An unknown party involved in the government's effort to privatize the provincial liquor warehouses got 77 pages of information this week on what was going on behind the scenes.
Unfortunately, most of the interesting stuff was deleted. The publicly posted document was in response to a freedom-of-information request from an "interested party."
The request was filed before the government's abrupt decision to kill the idea in order to close the deal with the B.C. Government and Service Employees' Union. It sheds a marginal bit more light on one of the curious capers of Premier Christy Clark's time in power.
It came out of nowhere - announced offhandedly in the budget. It struggled through the spring and summer, gathering increasing controversy and suspicion as it went.
Then it died a quick death on the negotiating table, as the union and government struggled to put a deal together to end the BCGEU strike.
After scraping around for enough savings to present a modest package to the union, the two sides were still just far enough apart to make a settlement uncertain.
"We needed a closer," said one BCGEU official. The government gave it to them, cancelling the privatization project in time to give Clark some good news to announce at the Union of B.C. Municipalities convention on Sept. 28.
Under the original schedule that government staff were supposed to follow, that was just about the time bidders were to make their final offers for the warehouse function.
Which means an awful lot of work by the four bidders and by the government staff got parked in a hurry.
The documents posted this week just give fragmentary glimpses of how the project went before it was terminated.
One of them noted that the Liquor Distribution Branch is a fully integrated operation, and privatizing the warehouses would unwind some of that integration. Differing approaches to handling beer and wine also complicated things.
Another report stated that productivity in the government-owned warehouses is comparatively low. Measured in cases handled by hour, B.C.'s number is 18.6, compared to an average of 24.8 in other provinces.
But the more compelling reason for the attempted privatization was that the government wanted to cash in anything it could to produce some cash flow.
It was referred to in the February budget as if it had already been announced. The government had actually postponed the news, but the budget was already printed.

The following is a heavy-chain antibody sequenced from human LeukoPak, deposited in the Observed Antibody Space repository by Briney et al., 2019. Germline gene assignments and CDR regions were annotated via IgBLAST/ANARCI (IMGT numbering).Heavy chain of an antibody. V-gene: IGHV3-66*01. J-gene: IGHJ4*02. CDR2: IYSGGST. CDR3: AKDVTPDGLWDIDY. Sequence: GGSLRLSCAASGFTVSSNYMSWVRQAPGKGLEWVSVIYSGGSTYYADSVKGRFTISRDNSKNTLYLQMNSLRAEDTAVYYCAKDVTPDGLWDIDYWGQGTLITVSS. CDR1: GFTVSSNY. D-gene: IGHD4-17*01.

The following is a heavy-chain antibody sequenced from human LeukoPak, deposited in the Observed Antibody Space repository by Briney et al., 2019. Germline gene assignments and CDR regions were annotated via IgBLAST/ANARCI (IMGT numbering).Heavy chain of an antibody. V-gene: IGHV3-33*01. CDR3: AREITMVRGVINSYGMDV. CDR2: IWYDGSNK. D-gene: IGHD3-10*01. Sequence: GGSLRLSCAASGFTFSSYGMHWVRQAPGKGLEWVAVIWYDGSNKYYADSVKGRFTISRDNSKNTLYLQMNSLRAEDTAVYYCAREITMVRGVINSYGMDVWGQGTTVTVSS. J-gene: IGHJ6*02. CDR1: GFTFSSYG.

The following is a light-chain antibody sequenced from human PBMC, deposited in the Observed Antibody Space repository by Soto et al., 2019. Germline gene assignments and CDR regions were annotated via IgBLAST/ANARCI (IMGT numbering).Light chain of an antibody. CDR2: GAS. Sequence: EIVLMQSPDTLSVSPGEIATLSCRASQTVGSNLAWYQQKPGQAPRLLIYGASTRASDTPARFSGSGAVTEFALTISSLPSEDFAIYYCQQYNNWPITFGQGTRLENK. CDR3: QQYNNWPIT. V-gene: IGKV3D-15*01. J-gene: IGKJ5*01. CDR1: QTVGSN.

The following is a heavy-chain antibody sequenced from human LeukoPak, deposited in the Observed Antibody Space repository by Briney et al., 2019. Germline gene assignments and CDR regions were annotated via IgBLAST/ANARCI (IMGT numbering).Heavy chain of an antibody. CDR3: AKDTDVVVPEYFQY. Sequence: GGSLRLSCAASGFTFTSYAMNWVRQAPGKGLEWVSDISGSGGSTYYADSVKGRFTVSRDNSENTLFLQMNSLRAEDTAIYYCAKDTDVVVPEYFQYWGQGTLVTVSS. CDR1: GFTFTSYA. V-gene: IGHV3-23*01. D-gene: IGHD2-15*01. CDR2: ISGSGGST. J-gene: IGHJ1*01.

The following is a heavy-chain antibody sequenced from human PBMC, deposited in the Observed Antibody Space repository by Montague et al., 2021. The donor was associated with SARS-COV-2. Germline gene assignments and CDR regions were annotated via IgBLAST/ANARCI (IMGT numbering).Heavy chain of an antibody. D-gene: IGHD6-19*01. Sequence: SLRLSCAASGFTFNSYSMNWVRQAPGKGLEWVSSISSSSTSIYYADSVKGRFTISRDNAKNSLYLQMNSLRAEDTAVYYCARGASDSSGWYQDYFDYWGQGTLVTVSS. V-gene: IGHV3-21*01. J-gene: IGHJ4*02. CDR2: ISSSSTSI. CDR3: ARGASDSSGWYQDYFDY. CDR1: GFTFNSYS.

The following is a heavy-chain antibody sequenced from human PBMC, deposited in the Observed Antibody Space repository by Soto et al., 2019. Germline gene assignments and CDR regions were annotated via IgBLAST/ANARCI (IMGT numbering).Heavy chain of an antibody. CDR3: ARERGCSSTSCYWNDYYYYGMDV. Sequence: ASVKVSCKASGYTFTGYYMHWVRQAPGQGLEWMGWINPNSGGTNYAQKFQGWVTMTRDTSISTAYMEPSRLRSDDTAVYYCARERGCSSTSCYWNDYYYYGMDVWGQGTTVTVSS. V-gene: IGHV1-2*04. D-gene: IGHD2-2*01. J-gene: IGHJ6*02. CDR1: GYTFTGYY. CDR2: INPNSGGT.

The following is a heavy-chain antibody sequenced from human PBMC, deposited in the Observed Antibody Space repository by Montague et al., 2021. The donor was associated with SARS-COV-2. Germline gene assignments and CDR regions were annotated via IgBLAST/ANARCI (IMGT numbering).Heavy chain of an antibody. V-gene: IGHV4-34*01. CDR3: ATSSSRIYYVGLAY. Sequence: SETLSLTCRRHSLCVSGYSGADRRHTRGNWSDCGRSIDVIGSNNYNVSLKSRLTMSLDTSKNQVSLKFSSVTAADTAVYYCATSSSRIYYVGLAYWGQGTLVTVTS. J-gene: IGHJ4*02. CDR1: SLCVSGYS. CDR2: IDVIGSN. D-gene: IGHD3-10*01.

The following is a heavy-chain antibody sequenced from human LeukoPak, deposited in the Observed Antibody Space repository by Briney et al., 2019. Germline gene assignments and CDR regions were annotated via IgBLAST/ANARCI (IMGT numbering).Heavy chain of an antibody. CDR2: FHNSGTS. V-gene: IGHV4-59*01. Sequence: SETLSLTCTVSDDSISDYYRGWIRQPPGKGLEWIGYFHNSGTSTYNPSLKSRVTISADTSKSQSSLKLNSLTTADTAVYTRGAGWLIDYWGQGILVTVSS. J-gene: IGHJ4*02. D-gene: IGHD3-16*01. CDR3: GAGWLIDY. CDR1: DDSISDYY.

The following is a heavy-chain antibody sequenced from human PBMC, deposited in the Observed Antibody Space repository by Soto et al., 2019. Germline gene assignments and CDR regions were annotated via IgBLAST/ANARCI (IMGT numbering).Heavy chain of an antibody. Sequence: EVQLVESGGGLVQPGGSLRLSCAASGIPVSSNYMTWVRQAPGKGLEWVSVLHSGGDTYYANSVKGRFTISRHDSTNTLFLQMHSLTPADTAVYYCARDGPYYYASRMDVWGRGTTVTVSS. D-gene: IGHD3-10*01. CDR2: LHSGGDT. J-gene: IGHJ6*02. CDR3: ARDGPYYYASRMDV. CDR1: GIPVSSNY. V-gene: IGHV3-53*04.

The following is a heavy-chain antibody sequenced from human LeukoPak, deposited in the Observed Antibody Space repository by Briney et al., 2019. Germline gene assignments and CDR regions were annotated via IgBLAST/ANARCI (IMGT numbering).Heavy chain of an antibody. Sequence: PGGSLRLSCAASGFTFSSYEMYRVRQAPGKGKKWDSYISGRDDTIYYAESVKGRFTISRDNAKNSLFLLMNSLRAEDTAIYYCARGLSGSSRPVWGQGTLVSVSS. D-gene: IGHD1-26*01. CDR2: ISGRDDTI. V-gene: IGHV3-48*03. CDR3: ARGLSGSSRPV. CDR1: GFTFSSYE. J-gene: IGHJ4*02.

So it rolled out in curious fashion and the curiosities continued.
It became clear that Exel, the Alberta company that handles the same function in that province, pitched the idea to the B.C. Liberals. The government last considered the concept in 2002 and rejected it. That held right up until a face-to-face meeting in the summer of 2011, where Exel made its case and persuaded cabinet ministers to change the policy.
The political suspicions developed after B.C. Liberal strategist Pat Kin-sella was identified as a lobbyist for the firm. Opposition New Democrats started raising suspicion about the deal. "Demeaning, insulting and disgusting," responded Liberal House leader Rich Coleman.
The BCGEU matched the NDP with its own campaign against the idea. It was keyed to the idea that booze would cost more if the warehousing monopoly was handed over to a private firm.
(The union was all set to have liquor-store staff wear buttons asking "Do You Want to Pay More?" just before the plan was shelved.)
Part of that idea was that a private company would be vulnerable to federal taxation if it took over. Liberals swore the province wouldn't lose a nickel.
The argument never really got resolved conclusively. There are people who say the current warehouse system could work far better.
But the terms of the deal included an up-front payment from the winning bidder. That cost and the obvious need for a profit would have to be made up somewhere, and the customer at the counter is always the obvious choice.
The argument is over now, probably for all time. It's the third time a government has considered the concept and rejected it.
In the back of their minds, Liberals may have figured at the outset that a logical case for privatization could have been a wedge issue to highlight the NDP-union connection.
Instead, they eventually concluded that dropping the idea was necessary to form their own ties to labour - a signed contract to clear the decks for next year's election.
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